Toolkit Poster Symposium

Student Poster Symposium
at the Department of Biological Sciences


Posters as skill training and assessment

Beyond constituting a standard way to communicate scientific results in conferences, posters are also a great pedagogical tool to help students learn the course content, while practicing dissemination as a skill (Marino et al., 2000).
At the Department of Biological Sciences (BIO), several biology courses now include science communication and dissemination as part of the Intended Learning Outcomes (ILOs). In line with the concept of constructive alignment (Biggs & Tangs, 2011), course teachers have added poster assignments to their curriculum, and redesigned course assessment to include poster presentation.
In the biannual Student Poster Symposium, we bring together students from multiple courses to present their course material and their scientific work to their peers through 60-second flash presentations and on-site poster session, taking the format of a scientific conference.

Goal & Purpose

In collaboration with course teachers at BIO, bioCEED has developed the biannual student poster symposium. Since 2019, all courses that include poster presentations as assignment or assessment are invited to contribute to the event. As of 2023, 10 biology courses and one non-biology course participate to the symposium.

The student poster symposium invites course students to present their work to peers, teachers and supervisors. Topics in our symposium are as varied as microbiology, molecular biology, research practice in biology and molecular biology, bioethics, UN sustainability goal 14 and 15, academic writing, behavioral biology, palaeoecology and polar oceanography.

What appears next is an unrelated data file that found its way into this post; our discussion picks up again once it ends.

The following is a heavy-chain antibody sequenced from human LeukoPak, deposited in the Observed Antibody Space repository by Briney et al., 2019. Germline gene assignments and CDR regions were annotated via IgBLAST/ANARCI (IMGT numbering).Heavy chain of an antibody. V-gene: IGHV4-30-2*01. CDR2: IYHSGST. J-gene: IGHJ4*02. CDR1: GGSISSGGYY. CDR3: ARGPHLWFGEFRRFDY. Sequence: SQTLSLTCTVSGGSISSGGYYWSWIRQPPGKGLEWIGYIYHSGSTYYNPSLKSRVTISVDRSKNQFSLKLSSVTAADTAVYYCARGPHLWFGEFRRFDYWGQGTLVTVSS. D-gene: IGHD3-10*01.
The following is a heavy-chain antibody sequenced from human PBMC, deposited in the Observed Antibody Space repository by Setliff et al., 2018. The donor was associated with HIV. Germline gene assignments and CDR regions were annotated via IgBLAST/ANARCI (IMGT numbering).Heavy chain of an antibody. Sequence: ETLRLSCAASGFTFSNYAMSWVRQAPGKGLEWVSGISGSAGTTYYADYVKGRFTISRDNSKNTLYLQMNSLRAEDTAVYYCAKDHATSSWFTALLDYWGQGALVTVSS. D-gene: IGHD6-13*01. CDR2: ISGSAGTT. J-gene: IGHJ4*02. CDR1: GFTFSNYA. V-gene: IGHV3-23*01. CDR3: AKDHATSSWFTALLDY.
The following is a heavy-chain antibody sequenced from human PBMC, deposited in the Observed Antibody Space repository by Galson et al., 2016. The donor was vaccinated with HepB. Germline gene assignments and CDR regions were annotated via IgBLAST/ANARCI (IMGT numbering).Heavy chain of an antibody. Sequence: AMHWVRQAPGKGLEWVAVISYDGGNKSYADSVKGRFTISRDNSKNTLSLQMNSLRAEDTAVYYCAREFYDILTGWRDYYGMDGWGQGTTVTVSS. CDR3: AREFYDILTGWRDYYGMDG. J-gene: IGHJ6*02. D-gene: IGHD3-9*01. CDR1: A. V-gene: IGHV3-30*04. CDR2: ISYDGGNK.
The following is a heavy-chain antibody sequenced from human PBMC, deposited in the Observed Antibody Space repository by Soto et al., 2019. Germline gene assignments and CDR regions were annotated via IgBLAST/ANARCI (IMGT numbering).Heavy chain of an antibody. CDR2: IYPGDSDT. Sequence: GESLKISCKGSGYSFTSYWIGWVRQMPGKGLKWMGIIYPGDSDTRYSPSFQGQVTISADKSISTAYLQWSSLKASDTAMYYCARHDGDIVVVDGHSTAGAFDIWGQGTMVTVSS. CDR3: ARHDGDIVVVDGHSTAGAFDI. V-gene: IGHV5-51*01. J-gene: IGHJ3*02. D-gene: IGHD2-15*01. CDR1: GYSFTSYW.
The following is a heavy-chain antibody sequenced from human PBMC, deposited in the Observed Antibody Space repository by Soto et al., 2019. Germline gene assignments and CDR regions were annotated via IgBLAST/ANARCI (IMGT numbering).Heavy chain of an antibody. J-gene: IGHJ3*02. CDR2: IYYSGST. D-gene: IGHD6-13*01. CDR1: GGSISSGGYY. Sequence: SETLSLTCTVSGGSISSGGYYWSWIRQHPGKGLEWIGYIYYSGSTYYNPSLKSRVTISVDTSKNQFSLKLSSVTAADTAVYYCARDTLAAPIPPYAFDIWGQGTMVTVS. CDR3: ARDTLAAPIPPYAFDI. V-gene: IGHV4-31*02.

The  student posters may cover a topic in direct relation with course contents (review, assignment, etc.), report findings in a experimental setting such as lab- or field activities in the course, summarize experience with work placement or research involvement, etc. Making a scientific poster as part of a course assignment and/or as assessment is a meaningful way to train students in practical skills and learning outcomes like scientific dissemination, oral presentation and poster design. Presenting posters in the context of a large symposium trains students to adapt their presentations and communicate with an audience beyond their course.

The work with the student poster symposium is aligned with bioCEED's goal of creating forms of assessment that outlive the course and that have value outside of the assessment situation. The added value of this form of assessment, in addition to participation to the event itself, is also the online platform  bioPITCH (, showcasing all the student posters online. While bioPITCH is available for peer and future students as inspiration, it also serves as a digital archive allowing presenting students to share their product with potential workplaces, and add to their personal cv.



Teaching resources
Numerical competency
Web-based platform


The student poster symposium brings together students from different courses and study programs, creating the feeling of an on-campus student conference. Approximately 150 students participate each semester in addition to course teachers and supervisors. All students and teachers (whether or not enrolled in one of the participating courses) are welcome to the event, and invitations are distributed on local information screens, online and in newsletters.